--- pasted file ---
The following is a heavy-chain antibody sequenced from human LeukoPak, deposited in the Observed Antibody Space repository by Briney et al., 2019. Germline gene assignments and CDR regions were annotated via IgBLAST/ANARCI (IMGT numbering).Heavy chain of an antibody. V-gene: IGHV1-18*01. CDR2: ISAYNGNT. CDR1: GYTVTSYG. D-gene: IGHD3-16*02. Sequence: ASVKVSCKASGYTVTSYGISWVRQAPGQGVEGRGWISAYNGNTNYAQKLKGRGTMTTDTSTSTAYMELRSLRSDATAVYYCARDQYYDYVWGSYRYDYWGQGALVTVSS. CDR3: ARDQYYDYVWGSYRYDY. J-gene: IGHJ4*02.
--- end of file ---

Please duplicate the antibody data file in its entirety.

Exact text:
The following is a heavy-chain antibody sequenced from human LeukoPak, deposited in the Observed Antibody Space repository by Briney et al., 2019. Germline gene assignments and CDR regions were annotated via IgBLAST/ANARCI (IMGT numbering).Heavy chain of an antibody. V-gene: IGHV1-18*01. CDR2: ISAYNGNT. CDR1: GYTVTSYG. D-gene: IGHD3-16*02. Sequence: ASVKVSCKASGYTVTSYGISWVRQAPGQGVEGRGWISAYNGNTNYAQKLKGRGTMTTDTSTSTAYMELRSLRSDATAVYYCARDQYYDYVWGSYRYDYWGQGALVTVSS. CDR3: ARDQYYDYVWGSYRYDY. J-gene: IGHJ4*02.